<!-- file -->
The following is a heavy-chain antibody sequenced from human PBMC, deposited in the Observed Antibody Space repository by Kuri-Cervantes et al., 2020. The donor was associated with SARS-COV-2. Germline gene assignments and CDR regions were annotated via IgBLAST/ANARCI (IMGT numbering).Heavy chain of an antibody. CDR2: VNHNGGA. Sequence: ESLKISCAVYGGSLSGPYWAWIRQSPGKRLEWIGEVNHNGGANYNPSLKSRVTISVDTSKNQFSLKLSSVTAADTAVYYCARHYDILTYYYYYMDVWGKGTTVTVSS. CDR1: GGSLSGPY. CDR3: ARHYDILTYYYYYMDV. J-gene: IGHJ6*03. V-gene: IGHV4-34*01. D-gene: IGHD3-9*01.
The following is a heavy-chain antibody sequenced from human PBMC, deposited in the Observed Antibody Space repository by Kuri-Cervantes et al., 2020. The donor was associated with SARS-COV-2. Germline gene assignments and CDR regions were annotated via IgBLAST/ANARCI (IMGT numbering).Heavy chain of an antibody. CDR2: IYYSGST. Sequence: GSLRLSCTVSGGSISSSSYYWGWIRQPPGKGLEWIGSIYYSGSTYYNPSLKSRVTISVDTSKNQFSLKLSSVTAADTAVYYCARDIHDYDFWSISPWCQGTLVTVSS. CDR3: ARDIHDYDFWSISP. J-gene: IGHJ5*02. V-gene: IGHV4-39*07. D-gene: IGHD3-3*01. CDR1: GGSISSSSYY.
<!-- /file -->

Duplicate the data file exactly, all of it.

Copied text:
The following is a heavy-chain antibody sequenced from human PBMC, deposited in the Observed Antibody Space repository by Kuri-Cervantes et al., 2020. The donor was associated with SARS-COV-2. Germline gene assignments and CDR regions were annotated via IgBLAST/ANARCI (IMGT numbering).Heavy chain of an antibody. CDR2: VNHNGGA. Sequence: ESLKISCAVYGGSLSGPYWAWIRQSPGKRLEWIGEVNHNGGANYNPSLKSRVTISVDTSKNQFSLKLSSVTAADTAVYYCARHYDILTYYYYYMDVWGKGTTVTVSS. CDR1: GGSLSGPY. CDR3: ARHYDILTYYYYYMDV. J-gene: IGHJ6*03. V-gene: IGHV4-34*01. D-gene: IGHD3-9*01.
The following is a heavy-chain antibody sequenced from human PBMC, deposited in the Observed Antibody Space repository by Kuri-Cervantes et al., 2020. The donor was associated with SARS-COV-2. Germline gene assignments and CDR regions were annotated via IgBLAST/ANARCI (IMGT numbering).Heavy chain of an antibody. CDR2: IYYSGST. Sequence: GSLRLSCTVSGGSISSSSYYWGWIRQPPGKGLEWIGSIYYSGSTYYNPSLKSRVTISVDTSKNQFSLKLSSVTAADTAVYYCARDIHDYDFWSISPWCQGTLVTVSS. CDR3: ARDIHDYDFWSISP. J-gene: IGHJ5*02. V-gene: IGHV4-39*07. D-gene: IGHD3-3*01. CDR1: GGSISSSSYY.